Unfortunately, there is no Roth option for SIMPLE IRAs. Taxpayers looking to minimize taxes in retirement should contribute to their own Roth IRA in addition to their workplace SIMPLE IRA.
Note that employers who offer a SIMPLE IRA must offer one of the following to contribute to their employees’ accounts:
- Nonelective 2% Contribution. The employer adds an extra 2% of the employee’s wages to the account regardless of whether the employee contributes.
- Elective Matching Contribution, Up to 3%. The employer matches the employee’s contribution, up to at least 3% of their wages.
If you’re an employer considering opening a SIMPLE IRA for your workers, see the full IRS rules for more details.
Named after the subsection of the U.S. tax code that describes it, 401(k) accounts are employer-sponsored retirement plans designed to help workers save money with greater tax advantages than the standard IRA.
In tax year 2021, employees under age 50 can contribute up to $19,500. Those age 50 and older can contribute an additional catch-up contribution, for a total limit of $26,000.
Wondering why the government allows such a higher contribution limit for employer-sponsored retirement accounts compared to IRAs? It comes down to the incentive structure.
If the limit for 401(k) plans wasn’t dramatically higher, they wouldn’t appeal to employees, so employers wouldn’t bother with them. They’re expensive for the employer, who has to hire a 401(k) plan administrator to handle the legal compliance and manage the investments.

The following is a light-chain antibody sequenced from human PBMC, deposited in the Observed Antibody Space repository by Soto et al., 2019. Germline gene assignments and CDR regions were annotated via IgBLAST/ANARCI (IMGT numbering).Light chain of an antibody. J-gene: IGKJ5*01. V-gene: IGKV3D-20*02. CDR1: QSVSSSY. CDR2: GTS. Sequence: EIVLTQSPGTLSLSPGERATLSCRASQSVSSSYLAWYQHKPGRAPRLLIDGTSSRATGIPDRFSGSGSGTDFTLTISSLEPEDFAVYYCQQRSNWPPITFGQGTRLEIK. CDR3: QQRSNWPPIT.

And they’re less convenient for the employee, who doesn’t own the account itself and can only choose among the limited investment options the plan administrator provides.
Fortunately, employees can contribute to both a 401(k) and a traditional and/or Roth IRA. Assuming they meet the criteria for each, of course.
Some employers offer matching contributions. If the employee contributes, the employer matches those contributions, up to a certain ceiling determined by the employer. In 2021, the combined total of employee and employer contributions is capped at $58,000 ($64,500 for taxpayers age 50 and older).
Employees must start taking RMDs at age 72, as with traditional IRAs. However, employees can opt for a Roth option for their 401(k) contributions — called a Roth 401(k) — to pay taxes now and let their investments grow tax-free.
Self-employed workers can, if they so choose, open a solo 401(k) just for themselves.
In doing so, you can take advantage of both the employer- and employee-side contributions allowed under a 401(k). That means up to $19,500 on the employee side ($26,000 if you’re over age 49), and up to 25% of your income on the employer side, for a total of $58,000 in 2021 ($64,500 if you’re 50 or older).
Solo 401(k)s offer an alternative to the SEP IRA, with similar contribution limits. There are a few key differences you should understand before you decide between them, however.
First, SEP IRAs don’t allow a Roth option, while solo 401(k)s do.
With a solo 401(k), you contribute on both the employer and the employee side. But with a SEP IRA, you contribute as the employer only, subject to the 25% cap. Taxpayers with a solo 401(k) can contribute up to the full $19,500/$26,000 cap on the employee side, even if that means contributing more than 25% of their self-employment income.
If small-business owners hire even one employee (other than their spouse), they are no longer eligible for a solo 401(k), and have to create a standard 401(k) plan that covers employees too.